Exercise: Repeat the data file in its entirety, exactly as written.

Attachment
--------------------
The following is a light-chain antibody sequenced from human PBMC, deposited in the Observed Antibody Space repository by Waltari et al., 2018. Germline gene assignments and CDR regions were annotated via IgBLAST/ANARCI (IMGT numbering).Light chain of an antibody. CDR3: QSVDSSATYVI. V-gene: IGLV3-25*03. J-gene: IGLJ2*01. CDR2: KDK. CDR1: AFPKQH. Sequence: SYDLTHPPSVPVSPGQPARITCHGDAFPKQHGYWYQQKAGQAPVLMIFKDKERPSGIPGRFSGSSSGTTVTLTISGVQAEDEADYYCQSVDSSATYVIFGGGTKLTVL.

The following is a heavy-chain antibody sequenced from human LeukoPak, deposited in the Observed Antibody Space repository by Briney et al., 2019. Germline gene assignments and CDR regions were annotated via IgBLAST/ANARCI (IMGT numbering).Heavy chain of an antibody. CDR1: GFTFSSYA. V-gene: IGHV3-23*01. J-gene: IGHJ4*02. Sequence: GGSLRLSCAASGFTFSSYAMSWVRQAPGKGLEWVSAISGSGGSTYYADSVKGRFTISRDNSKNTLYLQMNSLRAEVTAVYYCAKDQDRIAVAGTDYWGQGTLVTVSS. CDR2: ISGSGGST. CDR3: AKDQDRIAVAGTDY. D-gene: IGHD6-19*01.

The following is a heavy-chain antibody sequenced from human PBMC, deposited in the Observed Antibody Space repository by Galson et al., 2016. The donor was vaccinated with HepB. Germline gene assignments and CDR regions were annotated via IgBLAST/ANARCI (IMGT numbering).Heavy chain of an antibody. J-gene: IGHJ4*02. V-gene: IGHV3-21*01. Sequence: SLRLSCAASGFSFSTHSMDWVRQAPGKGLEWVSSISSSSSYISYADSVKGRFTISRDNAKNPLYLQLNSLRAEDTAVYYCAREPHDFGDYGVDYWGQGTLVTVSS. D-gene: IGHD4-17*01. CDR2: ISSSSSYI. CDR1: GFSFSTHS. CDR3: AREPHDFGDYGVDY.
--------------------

The following is a light-chain antibody sequenced from human PBMC, deposited in the Observed Antibody Space repository by Waltari et al., 2018. Germline gene assignments and CDR regions were annotated via IgBLAST/ANARCI (IMGT numbering).Light chain of an antibody. CDR3: QSVDSSATYVI. V-gene: IGLV3-25*03. J-gene: IGLJ2*01. CDR2: KDK. CDR1: AFPKQH. Sequence: SYDLTHPPSVPVSPGQPARITCHGDAFPKQHGYWYQQKAGQAPVLMIFKDKERPSGIPGRFSGSSSGTTVTLTISGVQAEDEADYYCQSVDSSATYVIFGGGTKLTVL.

The following is a heavy-chain antibody sequenced from human LeukoPak, deposited in the Observed Antibody Space repository by Briney et al., 2019. Germline gene assignments and CDR regions were annotated via IgBLAST/ANARCI (IMGT numbering).Heavy chain of an antibody. CDR1: GFTFSSYA. V-gene: IGHV3-23*01. J-gene: IGHJ4*02. Sequence: GGSLRLSCAASGFTFSSYAMSWVRQAPGKGLEWVSAISGSGGSTYYADSVKGRFTISRDNSKNTLYLQMNSLRAEVTAVYYCAKDQDRIAVAGTDYWGQGTLVTVSS. CDR2: ISGSGGST. CDR3: AKDQDRIAVAGTDY. D-gene: IGHD6-19*01.

The following is a heavy-chain antibody sequenced from human PBMC, deposited in the Observed Antibody Space repository by Galson et al., 2016. The donor was vaccinated with HepB. Germline gene assignments and CDR regions were annotated via IgBLAST/ANARCI (IMGT numbering).Heavy chain of an antibody. J-gene: IGHJ4*02. V-gene: IGHV3-21*01. Sequence: SLRLSCAASGFSFSTHSMDWVRQAPGKGLEWVSSISSSSSYISYADSVKGRFTISRDNAKNPLYLQLNSLRAEDTAVYYCAREPHDFGDYGVDYWGQGTLVTVSS. D-gene: IGHD4-17*01. CDR2: ISSSSSYI. CDR1: GFSFSTHS. CDR3: AREPHDFGDYGVDY.